The Big Pink: Future This
When The Big Pink released their debut album, A Brief History of Love in 2009, I found myself underwhelmed, due in large part I think to false advertising. The title of that album was so ambitious, so bold and daring that I expected the English duo behind it to be shooting for the stars. What I discovered instead on that album (which was solid, if never transcendent, and album I have not returned to overmuch since its release) was a contemporary pop rock record with disparate influences from the distortion of shoe gaze to indie rock bands of the last ten years. It was good stuff, but I never fell for it, possibly because I was disappointed at the failure to strive for the ambition of the title.
The Big Pink avoided this problem of perception at least slightly on their sophomore release, Future This. The three year lapse between records was not utilized by the band to reinvent their sound so much as retool it, focus it, and fine tune it. Which is to say that while Future This is in some ways more of the same from The Big Pink, they at least sound more comfortable in the wheelhouse they have built for themselves. It doesn't hurt that they have some seasoned professionals on board to help them hone that sound, with producers Paul Epworth (who helmed albums by Adele and Foster the People last year) and Alan Moulder (who has assisted kings of distortion My Bloody Valentine and pop rock successes The Killers over the course of his career) on hand.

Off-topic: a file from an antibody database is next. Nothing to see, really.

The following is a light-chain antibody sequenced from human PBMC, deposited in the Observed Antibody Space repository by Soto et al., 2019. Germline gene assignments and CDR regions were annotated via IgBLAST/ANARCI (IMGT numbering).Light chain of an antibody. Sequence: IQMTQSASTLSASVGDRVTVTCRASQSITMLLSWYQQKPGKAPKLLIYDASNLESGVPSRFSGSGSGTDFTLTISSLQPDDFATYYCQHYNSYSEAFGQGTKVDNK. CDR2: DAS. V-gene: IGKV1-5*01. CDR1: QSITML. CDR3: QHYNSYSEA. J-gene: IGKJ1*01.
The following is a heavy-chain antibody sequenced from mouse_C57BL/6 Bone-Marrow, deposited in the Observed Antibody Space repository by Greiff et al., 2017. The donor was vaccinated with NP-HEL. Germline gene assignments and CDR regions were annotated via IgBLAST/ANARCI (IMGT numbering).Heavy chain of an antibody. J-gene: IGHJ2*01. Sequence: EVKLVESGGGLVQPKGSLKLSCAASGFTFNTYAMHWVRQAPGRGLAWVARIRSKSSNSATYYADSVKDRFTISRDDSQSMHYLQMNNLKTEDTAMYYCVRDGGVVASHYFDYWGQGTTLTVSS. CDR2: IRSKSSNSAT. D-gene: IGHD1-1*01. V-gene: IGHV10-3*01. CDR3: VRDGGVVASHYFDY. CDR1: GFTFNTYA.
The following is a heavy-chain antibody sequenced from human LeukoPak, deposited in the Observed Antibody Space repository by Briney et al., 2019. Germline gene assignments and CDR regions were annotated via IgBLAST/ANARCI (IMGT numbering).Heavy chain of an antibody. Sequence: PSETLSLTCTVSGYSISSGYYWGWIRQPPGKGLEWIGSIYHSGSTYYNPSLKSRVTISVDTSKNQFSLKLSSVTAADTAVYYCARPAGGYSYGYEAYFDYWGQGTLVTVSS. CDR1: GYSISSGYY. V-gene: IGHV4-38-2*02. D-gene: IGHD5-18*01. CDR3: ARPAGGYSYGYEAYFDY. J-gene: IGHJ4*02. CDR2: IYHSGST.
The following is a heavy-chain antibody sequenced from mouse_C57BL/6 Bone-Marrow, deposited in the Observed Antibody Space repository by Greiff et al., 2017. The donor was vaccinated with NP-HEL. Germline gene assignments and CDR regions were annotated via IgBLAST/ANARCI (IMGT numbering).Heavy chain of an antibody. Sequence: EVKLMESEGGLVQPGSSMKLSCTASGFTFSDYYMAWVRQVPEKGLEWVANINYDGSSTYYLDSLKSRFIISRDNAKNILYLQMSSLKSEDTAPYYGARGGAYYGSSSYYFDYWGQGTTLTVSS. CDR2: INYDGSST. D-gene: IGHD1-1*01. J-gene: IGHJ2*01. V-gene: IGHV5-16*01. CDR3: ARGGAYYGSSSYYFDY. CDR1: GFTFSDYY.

The opening track, "Stay Gold" is an electronic rock ode to youthful dreams and passionate optimism, while the group turns in several arena-rock ready hits, including "Hit the Ground (Superman)." The band stretches most when it slows things down a bit, as it does on the comparatively subtle "The Palace" and the album ending "77," both of which are worth noting. Future This isn't revolutionary stuff by any stretch of the imagination, and in fact there's a feeling throughout the album that the group may have stopped reaching and decided to get comfortable where they are. The artistic merits of that decision aside, however, this is a perfectly fine album, unadorned at times and fairly straightforward throughout. My bet is that Future This will be long forgotten by the time we start thinking about the greatest albums of 2012, and it will be rightfully left aside. Yet in the depths of winter, when clouds cover the sky and snow covers the ground, it will provide a perfectly fine, albeit more than a bit perfunctory, way to spend an afternoon.